The Rock's "Hercules" is a big ol' beefy slab of B-movie fun
Like asteroid-related apocalypses, Snow White, magicians and White House attacks before, the son of Zeus is the latest story so nice, Hollywood needed to tell it twice. In one year.
The first attempt was also one of the first movies of 2014: Renny Harlin's "The Legend of Hercules," a direct-to-DVD quality attempt to merge beloved movies like "300" and "Gladiator" with early '00s special effects, '90s-level craftsmanship and Cro-Magnon Man era performances. I already ranted about the film when it came out earlier this year, so now I'll simply say it should be shot into the sun and let it get back to doing what it does best: collecting dust and being forgotten.
It's safe to say the bar wasn't set particularly high for Brett Ratner's "Hercules" (and having no critics screenings nationwide only dropped it lower). Then again, that's a good place to start expectations for a film from the incredibly detestable visionary director of the "Rush Hour" trilogy, "After the Sunset" and a segment from "Movie 43." As it turns out, though, "Hercules" not only bounds over the previously set bar but easily stands on its own right as surprisingly solid B-movie entertainment, a sort of sword-and-sandals variation of the John Wayne classic "The Man Who Shot Liberty Valance" that cleverly hints at subverting and deconstructing its titular legend and the process of mythmaking.
It's also a movie in which The Rock throws a horse.
Sure, there are a few interesting ideas about the demigod's origins, but its pleasantly goofy B-movie core is watching The Rock – sorry, Dwayne Johnson – participate in the horse shot put and bash various animals and enemies with a chintzy-looking wooden club seemingly pulled from a different legend, namely those of the Hidden Temple. That's the main course, and "Hercules" serves it up with plenty of playful vigor.
That doesn't mean that "Hercules" is a great movie or even sometimes a particularly good one. It does, however, satisfyingly deliver almost exactly what you'd want from it, plus a flickering sign of thought or intelligence as a happy bonus.
Some viewers might be disappointed to know much of the big, mythical animal action featured in the admittedly not very good ad campaign only appears in a montage in the flashy first few minutes. Don't worry; there's still enough man vs. nature action to make sure no one associated with the movie will receive a Christmas card from PETA anytime this decade.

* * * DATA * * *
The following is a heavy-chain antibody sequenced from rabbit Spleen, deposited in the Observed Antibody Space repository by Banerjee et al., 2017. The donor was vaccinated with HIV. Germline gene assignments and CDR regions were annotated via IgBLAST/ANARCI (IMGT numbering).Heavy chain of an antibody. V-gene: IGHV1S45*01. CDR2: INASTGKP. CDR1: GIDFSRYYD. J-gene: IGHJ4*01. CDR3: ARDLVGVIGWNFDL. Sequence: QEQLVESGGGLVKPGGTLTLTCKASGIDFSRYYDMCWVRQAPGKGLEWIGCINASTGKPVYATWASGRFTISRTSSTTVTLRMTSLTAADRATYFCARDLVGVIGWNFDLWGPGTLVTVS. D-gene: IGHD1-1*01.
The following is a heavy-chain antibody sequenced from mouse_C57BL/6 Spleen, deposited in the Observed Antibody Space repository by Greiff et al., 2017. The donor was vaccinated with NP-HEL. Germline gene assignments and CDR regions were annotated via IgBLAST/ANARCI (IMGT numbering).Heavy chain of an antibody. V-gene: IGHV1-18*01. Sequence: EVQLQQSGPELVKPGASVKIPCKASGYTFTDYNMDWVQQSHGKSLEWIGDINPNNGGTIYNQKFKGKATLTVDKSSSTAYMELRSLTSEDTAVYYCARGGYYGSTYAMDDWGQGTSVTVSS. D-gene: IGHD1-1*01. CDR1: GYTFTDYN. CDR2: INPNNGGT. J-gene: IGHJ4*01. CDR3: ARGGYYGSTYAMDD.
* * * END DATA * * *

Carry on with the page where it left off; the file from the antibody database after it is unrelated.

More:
In that opening sequence, an under duress young storyteller named Ialous (Reece Ritchie, "The Lovely Bones") confidently but desperately spins the story of Hercules' origins and twelve labors, including slicing a giant hydra, clobbering a giant boar, taming – eh, murdering – a giant lion and even defanging two Hera-sent snake assassins as just a baby.
As it turns out, though, Ialous' stories are exactly that: stories. In real life, Johnson's Hercules is just a man – albeit still a ridiculously strong and capable man with Hulk-like arms – with an equally strong and capable team of specialists working behind-the-scenes, including an archer (Ingrid Bolso Berdal), a blade thrower (Rufus Sewell), a prophet (Ian McShane), a crazed mute born in the horrors of war but tamed by Hercules (Aksel Hennie) and Ialous the storyteller from before.
Together, they tour the Greek countryside as mercenaries-for-hire, spreading Hercules' legend in order to score big paydays from kings and queens in need. Their latest job has them hired by Lord Cotys (John Hurt) to help their makeshift army protect Thrace from the rampaging Rhesus. All is not what it would seem on this particular mission, however.